The Halperins' follow-up does not achieve the same bleak-as-hell highs as White Zombie, but it maintains a much stronger average across its similar runtime. If it does hit even close to as hard, then it's in its opening gesture—distinct in this case from its introductory gesture, which is a collection of out-of-context, not-entirely-germane, and quite-possibly-invented quotations from diverse religious figures about the existence of spirits and screwing around with the dead. This is mostly just mood-setting for the kind of overheated pulp we're going to get (not unlike the lightning bolt font for the title credits, which I find completely delightful). But that opening gesture, I was saying, relates the ugly tale of Ruth Rogen (Vivienne Osborn), presently wending towards its, ahem, electrifying conclusion: an artist and a maniac, Ruth has murdered a string of lovers—three men in all—and has been tried and sentenced to death, and these facts get flung into our faces in an assaultive dissolve-montage of snipped dialogue and overlapping, almost abstract imagery (if not the work of the trendsetting montage designer Slavko Vorkapich, then it's certainly in his style). The peak is therefore one of those images in particular, Ruth's weapon of choice, her very hands, reaching out of the blackness in the center of the collage, and glowing in their photographic treatment as they prepare to throttle the life out of us. Ruth is executed, but not before she agrees to a strange request from one Dr. Houston (H.B. Warner): as the renowned psychic researcher has explained, he has a hypothesis that so-called copycat murders aren't just some quirk of human psychology; they are the direct result of the original killer's spirit, released by violence, spreading its malign influence across society. (That is some too-hot-to-handle pulp right there.) He hopes to do something nebulous to Ruth's soul with electricity, hoping he might at least "prove the negative." It will turn out he's right in theory, but it's not going to work anyway.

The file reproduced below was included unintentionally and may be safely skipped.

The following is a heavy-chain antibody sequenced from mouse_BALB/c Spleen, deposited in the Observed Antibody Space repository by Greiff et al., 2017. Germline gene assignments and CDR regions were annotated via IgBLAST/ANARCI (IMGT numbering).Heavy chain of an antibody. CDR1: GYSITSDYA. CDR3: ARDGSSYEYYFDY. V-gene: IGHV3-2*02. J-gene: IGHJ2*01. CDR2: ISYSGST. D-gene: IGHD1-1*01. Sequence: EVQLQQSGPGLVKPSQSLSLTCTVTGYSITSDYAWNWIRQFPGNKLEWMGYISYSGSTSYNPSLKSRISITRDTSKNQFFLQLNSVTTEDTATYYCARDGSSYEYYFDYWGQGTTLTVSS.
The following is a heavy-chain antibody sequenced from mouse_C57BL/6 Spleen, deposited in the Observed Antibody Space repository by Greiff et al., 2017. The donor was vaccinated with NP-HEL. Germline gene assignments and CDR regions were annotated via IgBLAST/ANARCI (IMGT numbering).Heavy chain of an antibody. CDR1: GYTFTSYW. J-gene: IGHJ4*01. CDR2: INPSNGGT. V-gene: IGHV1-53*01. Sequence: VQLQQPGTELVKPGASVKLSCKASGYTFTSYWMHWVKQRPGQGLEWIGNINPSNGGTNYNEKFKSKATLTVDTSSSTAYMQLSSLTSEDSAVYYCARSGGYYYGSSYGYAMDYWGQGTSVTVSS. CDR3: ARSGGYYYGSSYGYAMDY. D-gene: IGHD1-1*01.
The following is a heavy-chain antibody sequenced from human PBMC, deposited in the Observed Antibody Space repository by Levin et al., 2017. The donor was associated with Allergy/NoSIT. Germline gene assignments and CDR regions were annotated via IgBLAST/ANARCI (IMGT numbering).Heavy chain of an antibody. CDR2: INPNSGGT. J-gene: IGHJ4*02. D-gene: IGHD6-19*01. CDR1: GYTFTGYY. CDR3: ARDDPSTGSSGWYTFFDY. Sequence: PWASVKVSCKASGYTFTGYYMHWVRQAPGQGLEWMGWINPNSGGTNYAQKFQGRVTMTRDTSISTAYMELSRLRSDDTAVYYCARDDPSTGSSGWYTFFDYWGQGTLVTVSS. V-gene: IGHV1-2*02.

For one of Houston's acquaintances, Roma Courtney (Carole Lombard), has recently lost her twin brother John (Lyman Williams), and though her paramour Grant (Randolph Scott) is as supportive as possible, she's practically inconsolable; she will seek out, or rather be sought out, by the medium Paul Bavian (Alan Dinehart), presently languishing in a rotten tenement tormented by the mockery of his soused harpy landlady (Beryl Mercer). Bavian is ambitious, though, and he knows a mark when he finds one. Through hook and a lot of crook, he insinuates himself into Roma's confidence and begins his campaign to divest her of her money—but what he couldn't know is that Roma, subsequent to a visit to her friend Dr. Houston's apartment, where Roma evidently entered Ruth's disembodied spirit's sights, she isn't Roma anymore, and it turns out that things couldn't be looking brighter for Ruth despite the handicap of being dead, for she has a certain score to settle with Bavian.
There are a couple of things holding Supernatural back, and one is probably pretty apparent from the plot synopsis, which is that it is so absurdly contrived it feels like its screenwriters weren't even doing it out of excusable necessity to get their story to take the shape they wanted, but out of pure hack reflex—sure, it's "convenient," in the pejorative sense, that the entire cast of characters already forms a continuous loop with basically just a single degree of separation between any of them, but there's not really an awful lot about Supernatural that would need to change if you broke the most-contrived part of that loop: if the whole idea is "free-roaming spirits sit on regular joes and janes' shoulders and make them kill" then an actual face-to-face between Roma and Ruth's body was never a hard requisite. The other thing is more pervasive, but I'm torn on it, because I also love it, and it's the way Supernatural gets to be such a ruthlessly efficient weird fiction short story, concerned above everything else with communicating all its wacked-out ideas about learned scientists attempting to capture murder ghosts and sleazy mediums destroyed by the forces they'd claimed to have mastered. But it's simply too good at things besides that to be so short.